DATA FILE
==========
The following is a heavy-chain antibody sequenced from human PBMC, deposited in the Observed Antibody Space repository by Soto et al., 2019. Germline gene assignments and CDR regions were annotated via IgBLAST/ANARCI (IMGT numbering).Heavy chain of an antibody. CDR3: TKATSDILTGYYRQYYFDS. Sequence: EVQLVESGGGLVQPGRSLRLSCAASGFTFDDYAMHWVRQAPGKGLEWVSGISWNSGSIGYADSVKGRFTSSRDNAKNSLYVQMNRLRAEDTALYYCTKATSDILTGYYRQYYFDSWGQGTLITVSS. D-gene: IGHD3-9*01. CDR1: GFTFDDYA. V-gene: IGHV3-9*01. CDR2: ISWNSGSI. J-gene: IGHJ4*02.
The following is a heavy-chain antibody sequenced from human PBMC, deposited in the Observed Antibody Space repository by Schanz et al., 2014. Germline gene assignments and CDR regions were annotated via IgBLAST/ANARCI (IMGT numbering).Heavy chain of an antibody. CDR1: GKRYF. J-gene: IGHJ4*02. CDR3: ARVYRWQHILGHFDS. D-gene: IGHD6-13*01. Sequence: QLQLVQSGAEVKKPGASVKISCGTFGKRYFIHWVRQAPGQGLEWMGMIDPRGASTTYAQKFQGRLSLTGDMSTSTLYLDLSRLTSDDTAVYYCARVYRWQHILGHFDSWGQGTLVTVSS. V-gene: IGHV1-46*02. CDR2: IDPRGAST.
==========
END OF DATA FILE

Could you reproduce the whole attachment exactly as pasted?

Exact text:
The following is a heavy-chain antibody sequenced from human PBMC, deposited in the Observed Antibody Space repository by Soto et al., 2019. Germline gene assignments and CDR regions were annotated via IgBLAST/ANARCI (IMGT numbering).Heavy chain of an antibody. CDR3: TKATSDILTGYYRQYYFDS. Sequence: EVQLVESGGGLVQPGRSLRLSCAASGFTFDDYAMHWVRQAPGKGLEWVSGISWNSGSIGYADSVKGRFTSSRDNAKNSLYVQMNRLRAEDTALYYCTKATSDILTGYYRQYYFDSWGQGTLITVSS. D-gene: IGHD3-9*01. CDR1: GFTFDDYA. V-gene: IGHV3-9*01. CDR2: ISWNSGSI. J-gene: IGHJ4*02.
The following is a heavy-chain antibody sequenced from human PBMC, deposited in the Observed Antibody Space repository by Schanz et al., 2014. Germline gene assignments and CDR regions were annotated via IgBLAST/ANARCI (IMGT numbering).Heavy chain of an antibody. CDR1: GKRYF. J-gene: IGHJ4*02. CDR3: ARVYRWQHILGHFDS. D-gene: IGHD6-13*01. Sequence: QLQLVQSGAEVKKPGASVKISCGTFGKRYFIHWVRQAPGQGLEWMGMIDPRGASTTYAQKFQGRLSLTGDMSTSTLYLDLSRLTSDDTAVYYCARVYRWQHILGHFDSWGQGTLVTVSS. V-gene: IGHV1-46*02. CDR2: IDPRGAST.